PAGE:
It's important to understand that DMTs do not treat MS relapses or symptoms. Moderate to severe MS relapses are typically treated with a corticosteroid, whereas MS symptoms are treated with various targeted therapies like medications and rehabilitation strategies.


MS is not a fatal or terminal disease. In fact, research suggests that around 90% of people diagnosed with MS in their 20s may live into their 70s. The increase in lifespan over the past two decades for people with MS has largely been attributed to the emergence of disease-modifying therapies.

Other non-MS-related factors also affect a person's longevity, such as:

  • Genetics
  • The presence of other health conditions (e.g., diabetes and heart disease)
  • Lifestyle (e.g., smoking and nutrition)


Even though MS can develop at any age, it's most commonly diagnosed in young adults, between the ages of 20 and 40. While the symptoms of MS vary considerably in type and severity from person to person, there are some symptoms—vision disturbances, numbness, and tingling—that tend to crop up early on in the disease.

To diagnose MS, your healthcare provider will analyze the results from your medical history, physical exam, and MRI of your brain/spinal cord (among other tests). Once diagnosed, treatment with disease-modifying therapy is essential to optimizing a person's long-term outlook living with MS.

A Word From Verywell

Being diagnosed with MS at any age can be gut-wrenching. For young adults, a diagnosis may greatly impact the life and dreams they once imagined for themselves.

The good news is that with the right care (which usually involves disease-modifying therapy), support from others, and a resilient mindset, most people learn to adapt and fully embrace their lives with MS.

Frequently Asked Questions

  • Is MS common in young adults?

    MS is most commonly diagnosed in young adults between the ages of 20 and 40. According to the National MS Society, nearly 1 million people in the United States live with MS.

  • What are usually the first signs of MS?

    MS affects everyone differently—however, there are some common initial symptoms or signs of the disease, such as blurry vision from optic neuritis, numbness, tingling, weakness in the legs, and fatigue.

  • Can MS be cured if caught early?

    There is no cure for MS, even if it's caught early. There are disease-modifying medications that can help slow the course of the disease and reduce relapses.

  • Is it better to be diagnosed with MS when young?

    Possibly. Research suggests that people diagnosed with MS after age 50 become disabled at a faster rate compared to adults diagnosed with MS before age 50.

12 Sources
Verywell Health uses only high-quality sources, including peer-reviewed studies, to support the facts within our articles. Read our editorial process to learn more about how we fact-check and keep our content accurate, reliable, and trustworthy.
  1. Ghasemi N, Razavi S, Nikzad E. Multiple sclerosis: pathogenesis, symptoms, diagnoses and cell-based therapy. Cell J. 2017;19(1):1–10. doi:10.22074/cellj.2016.4867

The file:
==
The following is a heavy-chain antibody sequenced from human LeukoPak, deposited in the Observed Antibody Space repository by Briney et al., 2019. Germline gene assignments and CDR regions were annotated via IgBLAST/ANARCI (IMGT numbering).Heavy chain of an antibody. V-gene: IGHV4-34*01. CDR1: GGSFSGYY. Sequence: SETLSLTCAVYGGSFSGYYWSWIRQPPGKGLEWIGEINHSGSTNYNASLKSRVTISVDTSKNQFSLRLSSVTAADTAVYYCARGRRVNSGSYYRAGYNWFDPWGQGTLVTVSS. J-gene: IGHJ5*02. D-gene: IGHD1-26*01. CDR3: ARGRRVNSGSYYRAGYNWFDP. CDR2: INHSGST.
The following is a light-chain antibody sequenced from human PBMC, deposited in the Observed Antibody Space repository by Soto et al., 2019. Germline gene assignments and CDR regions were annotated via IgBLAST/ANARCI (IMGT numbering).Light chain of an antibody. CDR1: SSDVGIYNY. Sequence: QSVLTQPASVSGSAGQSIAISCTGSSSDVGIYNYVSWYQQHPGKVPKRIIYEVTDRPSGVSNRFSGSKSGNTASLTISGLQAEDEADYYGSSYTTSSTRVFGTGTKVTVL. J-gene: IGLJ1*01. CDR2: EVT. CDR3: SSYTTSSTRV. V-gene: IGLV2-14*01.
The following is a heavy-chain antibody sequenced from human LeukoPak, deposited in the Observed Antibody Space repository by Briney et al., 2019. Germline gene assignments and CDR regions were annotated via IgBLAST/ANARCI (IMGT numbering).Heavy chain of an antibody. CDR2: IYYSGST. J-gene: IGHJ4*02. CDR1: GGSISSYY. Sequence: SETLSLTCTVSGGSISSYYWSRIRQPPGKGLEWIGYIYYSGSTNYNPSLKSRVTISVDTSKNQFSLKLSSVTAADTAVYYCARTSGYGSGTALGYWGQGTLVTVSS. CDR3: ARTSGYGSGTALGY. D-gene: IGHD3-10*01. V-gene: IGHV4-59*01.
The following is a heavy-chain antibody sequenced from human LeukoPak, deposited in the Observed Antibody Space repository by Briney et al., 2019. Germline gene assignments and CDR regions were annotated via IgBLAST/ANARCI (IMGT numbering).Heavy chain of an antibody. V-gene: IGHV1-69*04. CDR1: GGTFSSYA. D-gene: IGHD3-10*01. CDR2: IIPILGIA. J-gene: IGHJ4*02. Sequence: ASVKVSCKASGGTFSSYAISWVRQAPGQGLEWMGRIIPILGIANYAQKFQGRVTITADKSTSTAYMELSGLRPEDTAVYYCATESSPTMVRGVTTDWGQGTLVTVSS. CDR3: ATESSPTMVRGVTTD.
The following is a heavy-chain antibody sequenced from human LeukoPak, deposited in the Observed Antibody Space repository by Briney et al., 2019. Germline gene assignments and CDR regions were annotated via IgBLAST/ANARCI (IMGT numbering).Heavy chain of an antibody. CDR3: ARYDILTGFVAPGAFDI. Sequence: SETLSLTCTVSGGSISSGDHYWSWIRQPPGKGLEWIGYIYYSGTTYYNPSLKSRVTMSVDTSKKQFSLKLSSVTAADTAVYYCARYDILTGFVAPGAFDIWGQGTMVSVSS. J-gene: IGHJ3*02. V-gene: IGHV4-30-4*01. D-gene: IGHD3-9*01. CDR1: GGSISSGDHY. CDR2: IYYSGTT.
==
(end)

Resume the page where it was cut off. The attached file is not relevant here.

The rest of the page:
2. Kaisey M, Solomon AJ, Luu M, Giesser BS, Sicotte NL. Incidence of multiple sclerosis misdiagnosis in referrals to two academic centers. Mult Scler Relat Disord. 2019;30:51-56. doi:10.1016/j.msard.2019.01.048

  3. Cavenaghi VB, Dobrianskyj FM, Sciascia do Olival G, Castello Dias Carneiro RP, Tilbery CP. Characterization of the first symptoms of multiple sclerosis in a Brazilian center: cross-sectional studySao Paulo Med J. 2017;135(3):222-225. doi:10.1590/1516-3180.2016.0200270117

  4. National Multiple Sclerosis Society. Updated McDonald criteria expected to speed the diagnosis of MS and reduce misdiagnosis.

  5. Beseler C, Vollmer T, Graner M, Yu X. The complex relationship between oligoclonal bands, lymphocytes in the cerebrospinal fluid, and immunoglobulin G antibodies in multiple sclerosis: indication of serum contribution. 2017;12(10):e0186842. doi:10.1371/journal.pone.0186842

  6. Hou Y, Jia Y, Hou J. Natural course of clinically isolated syndrome: a longitudinal analysis using a Markov model. Sci Rep. 2018;8:10857. doi:10.1038/s41598-018-29206-y

  7. Antel J, Antel S, Caramanos Z, Arnold DL, Kughlmann. Primary progressive multiple sclerosis: part of the MS disease spectrum or separate disease entity? Acta Neuropathol. 2012;123(5):627-38. doi:10.1007/s00401-012-0953-0

  8. Multiple Sclerosis Society. What is advanced MS?

  9. Chalmer TA, Baggesen LM, Nørgaard M et al. Early versus later treatment start in multiple sclerosis: a register-based cohort studyEur J Neurol. 2018;25(10):1262-e110. doi:10.1111/ene.13692

  10. Buhse M. The elderly person with multiple sclerosis: clinical omplications for the increasing life-span. J Neurosci Nurs. 2015;47(6):333-9;quiz E1. doi:10.1097/JNN.0000000000000172

  11. National MS Society. How many people live with MS?

  12. Alroughani R, Akhtar S, Ahmed S, Behbehani R, Al-Hashel J. Is time to reach EDSS 6.0 faster in patients with late-onset versus young-onset multiple sclerosis? PLoS ONE. 2016;11(11):e0165846. doi:10.1371/journal.pone.0165846

By Colleen Doherty, MD
 Colleen Doherty, MD, is a board-certified internist living with multiple sclerosis.